William Saletan has written a Slate article There Is a War Over Race in America in which he brilliantly redraws the dividing line:
This is the central thing to understand about what happened in Dallas: Black people who target whites are fundamentally allied with white people who target blacks. They’re on the same team: the race war team.
Today’s Op-Eds in the NYT are full of writings about “black” and “white”, but Saletan is saying that the divide is between violent people and peaceful people.
I find this a much more useful viewpoint. An entomologist might classify insects by the number of legs they have, but a much more practical distinction is whether they bite or not.
Let’s talk about ISIS. Yes, it’s a military organization, amongst other things, but far more than that, it’s an idea, a radical Islamic idea. It’s a terrible idea, based on medieval attitudes, but it’s still an idea.
Hands up who thinks an idea can be defeated with military force?
So why is military force being used? Because people — men especially — are easily provoked into violent revenge, and because vast profits are to be made from waging war.
But it’s all pointless, because it’s an idea that we’re fighting. And the weapons we must use are other ideas.
Posted in Peace
Tagged with: ISIS
I have railed for months about the pro-Clinton bias in the NYTimes. Today’s headline reads Three Crucial States Show Tight Races Between Donald Trump and Hillary Clinton
PARA 2: “The Quinnipiac University surveys, released on Tuesday, show Mrs. Clinton leading Mr. Trump by one percentage point in Pennsylvania and Florida and trailing him by four points in Ohio.”
Buried further down in PARA 5: “The polls do offer some support for Mr. Sanders’s argument to stay in the race, as he outperforms Mrs. Clinton in head-to-head matchups against Mr. Trump in the three states. The senator from Vermont tops Mr. Trump by two points in Florida and Ohio and by six points in Pennsylvania.”
Putting this in tabular form:
A better headline would be: Sanders Outperforms Clinton in Head-to-Head Matchups Against Trump in Three Crucial States
- Paris/San Bernadino happened because of ISIS.
- ISIS arose because Iraq was invaded.
- Iraq was invaded because of 9/11.
- 9/11 happened because of U.S. missile strikes on Bin Laden’s HQ, see White House daily brief, Wikipedia.
- The missile strikes happened because two embassies in Africa were bombed.
- See the above link for why the embassies were bombed.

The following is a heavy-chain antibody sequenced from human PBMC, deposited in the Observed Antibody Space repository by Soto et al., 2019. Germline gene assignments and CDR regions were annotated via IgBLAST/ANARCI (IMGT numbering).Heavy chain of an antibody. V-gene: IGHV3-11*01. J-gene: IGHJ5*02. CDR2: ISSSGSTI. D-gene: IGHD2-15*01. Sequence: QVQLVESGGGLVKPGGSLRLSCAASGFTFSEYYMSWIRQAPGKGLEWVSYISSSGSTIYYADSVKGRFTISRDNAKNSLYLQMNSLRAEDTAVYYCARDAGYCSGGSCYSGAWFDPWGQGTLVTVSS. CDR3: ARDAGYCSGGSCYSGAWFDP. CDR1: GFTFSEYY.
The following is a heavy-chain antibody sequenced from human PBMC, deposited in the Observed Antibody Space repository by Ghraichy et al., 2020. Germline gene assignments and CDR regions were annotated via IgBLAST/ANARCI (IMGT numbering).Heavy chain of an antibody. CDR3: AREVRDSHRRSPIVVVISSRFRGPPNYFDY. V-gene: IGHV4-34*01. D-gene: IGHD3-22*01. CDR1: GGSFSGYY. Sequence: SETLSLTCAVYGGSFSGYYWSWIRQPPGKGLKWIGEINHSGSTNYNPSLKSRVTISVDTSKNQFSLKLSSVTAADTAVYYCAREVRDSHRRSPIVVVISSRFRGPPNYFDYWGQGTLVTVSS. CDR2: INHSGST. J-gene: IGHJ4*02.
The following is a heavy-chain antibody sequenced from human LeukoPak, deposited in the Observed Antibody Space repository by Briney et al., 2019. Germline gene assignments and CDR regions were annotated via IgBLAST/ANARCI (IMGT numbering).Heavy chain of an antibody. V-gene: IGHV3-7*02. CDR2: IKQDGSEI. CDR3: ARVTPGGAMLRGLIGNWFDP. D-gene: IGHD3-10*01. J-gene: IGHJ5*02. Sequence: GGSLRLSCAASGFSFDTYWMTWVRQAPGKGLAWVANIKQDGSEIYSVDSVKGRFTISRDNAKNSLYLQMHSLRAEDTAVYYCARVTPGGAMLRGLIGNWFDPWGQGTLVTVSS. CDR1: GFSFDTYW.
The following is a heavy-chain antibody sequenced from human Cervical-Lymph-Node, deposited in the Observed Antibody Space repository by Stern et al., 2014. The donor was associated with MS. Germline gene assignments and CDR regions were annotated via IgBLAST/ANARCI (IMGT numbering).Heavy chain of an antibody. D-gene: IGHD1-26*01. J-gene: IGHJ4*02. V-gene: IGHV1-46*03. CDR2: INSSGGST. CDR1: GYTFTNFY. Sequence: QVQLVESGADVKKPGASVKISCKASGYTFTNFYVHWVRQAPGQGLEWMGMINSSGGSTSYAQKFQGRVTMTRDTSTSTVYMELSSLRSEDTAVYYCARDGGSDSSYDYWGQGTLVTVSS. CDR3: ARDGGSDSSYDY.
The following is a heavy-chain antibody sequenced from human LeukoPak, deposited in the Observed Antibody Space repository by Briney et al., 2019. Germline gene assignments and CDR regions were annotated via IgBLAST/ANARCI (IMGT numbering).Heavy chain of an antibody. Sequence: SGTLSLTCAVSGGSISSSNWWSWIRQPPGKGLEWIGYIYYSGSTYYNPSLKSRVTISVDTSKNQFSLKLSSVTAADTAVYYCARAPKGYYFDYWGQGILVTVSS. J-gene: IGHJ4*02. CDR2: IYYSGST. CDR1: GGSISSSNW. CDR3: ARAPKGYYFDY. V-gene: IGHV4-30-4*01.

You may quibble about this causality and ascribe extra causes; nevertheless, the point is that each reaction continues the chain. To break the chain, stop the reactions.
If you are Christian, consider these precepts:
- Dear friends, never take revenge. Leave that to the righteous anger of God. For the Scriptures say, “I will take revenge; I will pay them back,” says the LORD. (Romans 12:19)
- But I say, do not resist an evil person! If someone slaps you on the right cheek, offer the other cheek also. (Matthew 5:39)
Posted in Peace
Tagged with: War
When I make a narration mistake, I make a double-click with my mouth and repeat the phrase. This shows as a distinctive pair of spikes in the audio, and it is easy to cut out the erroneous take.
From a NYT article about a new anti-gay policy of the Mormon Church:
It appears that the new rules were not supposed to be made public. They were issued as changes to a confidential handbook, and sent out by email a week ago to leaders of the church’s 30,000 congregations around the world.
What kind of church has a confidential handbook?
Posted in Religion
Tagged with: Gay
U.S. Sen. Bernie Sanders, I-VT
I came to this conclusion a week ago. Reasons:
- His policies are popular
- He is consistent in his positions, and people respond to such authenticity
- His funding is all grass-roots
- I keep reading posts from Republicans who support him
- The Republicans are unlikely to select an appealing nominee
No one could see the color blue until modern times. I’ve always suspected that our language affects how we see the world, and this is a great example.
Mother Jones has a really interesting article on how our beliefs block new information:
- Pre-existing beliefs, far more than new facts, skew our thoughts.
- Feelings arise before conscious thoughts and color them.
- Confirmation bias gives more weight to facts that match our existing beliefs.
- Beliefs are adjusted to match the audience.